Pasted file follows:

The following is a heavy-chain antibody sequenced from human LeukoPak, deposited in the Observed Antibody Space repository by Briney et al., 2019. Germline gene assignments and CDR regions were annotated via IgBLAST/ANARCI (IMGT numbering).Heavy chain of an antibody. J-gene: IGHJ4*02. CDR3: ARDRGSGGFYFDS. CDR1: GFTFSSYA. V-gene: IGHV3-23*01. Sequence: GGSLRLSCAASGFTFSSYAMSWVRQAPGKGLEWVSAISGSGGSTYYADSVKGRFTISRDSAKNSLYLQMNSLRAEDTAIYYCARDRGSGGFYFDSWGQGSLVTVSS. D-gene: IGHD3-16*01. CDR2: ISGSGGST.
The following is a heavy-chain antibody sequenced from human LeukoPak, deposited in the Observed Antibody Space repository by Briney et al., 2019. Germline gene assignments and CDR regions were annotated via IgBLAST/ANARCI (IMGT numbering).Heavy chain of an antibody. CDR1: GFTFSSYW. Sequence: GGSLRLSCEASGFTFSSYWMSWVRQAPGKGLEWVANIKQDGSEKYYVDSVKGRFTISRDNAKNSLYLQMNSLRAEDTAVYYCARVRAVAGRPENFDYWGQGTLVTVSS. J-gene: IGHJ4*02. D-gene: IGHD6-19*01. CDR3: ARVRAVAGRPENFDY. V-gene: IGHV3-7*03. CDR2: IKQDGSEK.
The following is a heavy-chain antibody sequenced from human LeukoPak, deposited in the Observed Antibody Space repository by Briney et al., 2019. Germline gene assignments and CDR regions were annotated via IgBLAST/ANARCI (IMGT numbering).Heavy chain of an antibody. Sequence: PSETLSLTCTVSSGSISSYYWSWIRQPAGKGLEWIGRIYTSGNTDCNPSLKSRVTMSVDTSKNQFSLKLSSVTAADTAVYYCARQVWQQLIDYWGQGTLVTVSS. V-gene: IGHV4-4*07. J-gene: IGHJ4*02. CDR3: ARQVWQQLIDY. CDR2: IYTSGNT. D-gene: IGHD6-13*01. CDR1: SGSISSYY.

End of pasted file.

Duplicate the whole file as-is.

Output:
The following is a heavy-chain antibody sequenced from human LeukoPak, deposited in the Observed Antibody Space repository by Briney et al., 2019. Germline gene assignments and CDR regions were annotated via IgBLAST/ANARCI (IMGT numbering).Heavy chain of an antibody. J-gene: IGHJ4*02. CDR3: ARDRGSGGFYFDS. CDR1: GFTFSSYA. V-gene: IGHV3-23*01. Sequence: GGSLRLSCAASGFTFSSYAMSWVRQAPGKGLEWVSAISGSGGSTYYADSVKGRFTISRDSAKNSLYLQMNSLRAEDTAIYYCARDRGSGGFYFDSWGQGSLVTVSS. D-gene: IGHD3-16*01. CDR2: ISGSGGST.
The following is a heavy-chain antibody sequenced from human LeukoPak, deposited in the Observed Antibody Space repository by Briney et al., 2019. Germline gene assignments and CDR regions were annotated via IgBLAST/ANARCI (IMGT numbering).Heavy chain of an antibody. CDR1: GFTFSSYW. Sequence: GGSLRLSCEASGFTFSSYWMSWVRQAPGKGLEWVANIKQDGSEKYYVDSVKGRFTISRDNAKNSLYLQMNSLRAEDTAVYYCARVRAVAGRPENFDYWGQGTLVTVSS. J-gene: IGHJ4*02. D-gene: IGHD6-19*01. CDR3: ARVRAVAGRPENFDY. V-gene: IGHV3-7*03. CDR2: IKQDGSEK.
The following is a heavy-chain antibody sequenced from human LeukoPak, deposited in the Observed Antibody Space repository by Briney et al., 2019. Germline gene assignments and CDR regions were annotated via IgBLAST/ANARCI (IMGT numbering).Heavy chain of an antibody. Sequence: PSETLSLTCTVSSGSISSYYWSWIRQPAGKGLEWIGRIYTSGNTDCNPSLKSRVTMSVDTSKNQFSLKLSSVTAADTAVYYCARQVWQQLIDYWGQGTLVTVSS. V-gene: IGHV4-4*07. J-gene: IGHJ4*02. CDR3: ARQVWQQLIDY. CDR2: IYTSGNT. D-gene: IGHD6-13*01. CDR1: SGSISSYY.